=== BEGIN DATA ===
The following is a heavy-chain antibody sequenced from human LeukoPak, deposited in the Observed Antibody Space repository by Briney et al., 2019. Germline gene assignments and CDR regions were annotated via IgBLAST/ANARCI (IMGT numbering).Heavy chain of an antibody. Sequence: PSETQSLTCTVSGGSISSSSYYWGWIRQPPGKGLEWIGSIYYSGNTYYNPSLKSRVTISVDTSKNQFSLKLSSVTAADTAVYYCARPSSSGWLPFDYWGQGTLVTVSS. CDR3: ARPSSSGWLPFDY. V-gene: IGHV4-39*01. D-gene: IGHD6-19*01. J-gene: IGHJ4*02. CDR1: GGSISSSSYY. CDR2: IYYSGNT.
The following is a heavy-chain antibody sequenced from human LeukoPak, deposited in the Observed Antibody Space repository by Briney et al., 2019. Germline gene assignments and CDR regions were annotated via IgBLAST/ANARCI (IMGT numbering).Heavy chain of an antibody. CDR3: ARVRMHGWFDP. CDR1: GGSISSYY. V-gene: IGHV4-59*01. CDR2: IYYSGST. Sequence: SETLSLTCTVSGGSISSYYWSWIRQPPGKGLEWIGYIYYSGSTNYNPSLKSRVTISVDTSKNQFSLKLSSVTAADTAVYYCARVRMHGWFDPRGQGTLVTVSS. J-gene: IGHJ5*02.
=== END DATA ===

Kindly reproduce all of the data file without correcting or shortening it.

The following is a heavy-chain antibody sequenced from human LeukoPak, deposited in the Observed Antibody Space repository by Briney et al., 2019. Germline gene assignments and CDR regions were annotated via IgBLAST/ANARCI (IMGT numbering).Heavy chain of an antibody. Sequence: PSETQSLTCTVSGGSISSSSYYWGWIRQPPGKGLEWIGSIYYSGNTYYNPSLKSRVTISVDTSKNQFSLKLSSVTAADTAVYYCARPSSSGWLPFDYWGQGTLVTVSS. CDR3: ARPSSSGWLPFDY. V-gene: IGHV4-39*01. D-gene: IGHD6-19*01. J-gene: IGHJ4*02. CDR1: GGSISSSSYY. CDR2: IYYSGNT.
The following is a heavy-chain antibody sequenced from human LeukoPak, deposited in the Observed Antibody Space repository by Briney et al., 2019. Germline gene assignments and CDR regions were annotated via IgBLAST/ANARCI (IMGT numbering).Heavy chain of an antibody. CDR3: ARVRMHGWFDP. CDR1: GGSISSYY. V-gene: IGHV4-59*01. CDR2: IYYSGST. Sequence: SETLSLTCTVSGGSISSYYWSWIRQPPGKGLEWIGYIYYSGSTNYNPSLKSRVTISVDTSKNQFSLKLSSVTAADTAVYYCARVRMHGWFDPRGQGTLVTVSS. J-gene: IGHJ5*02.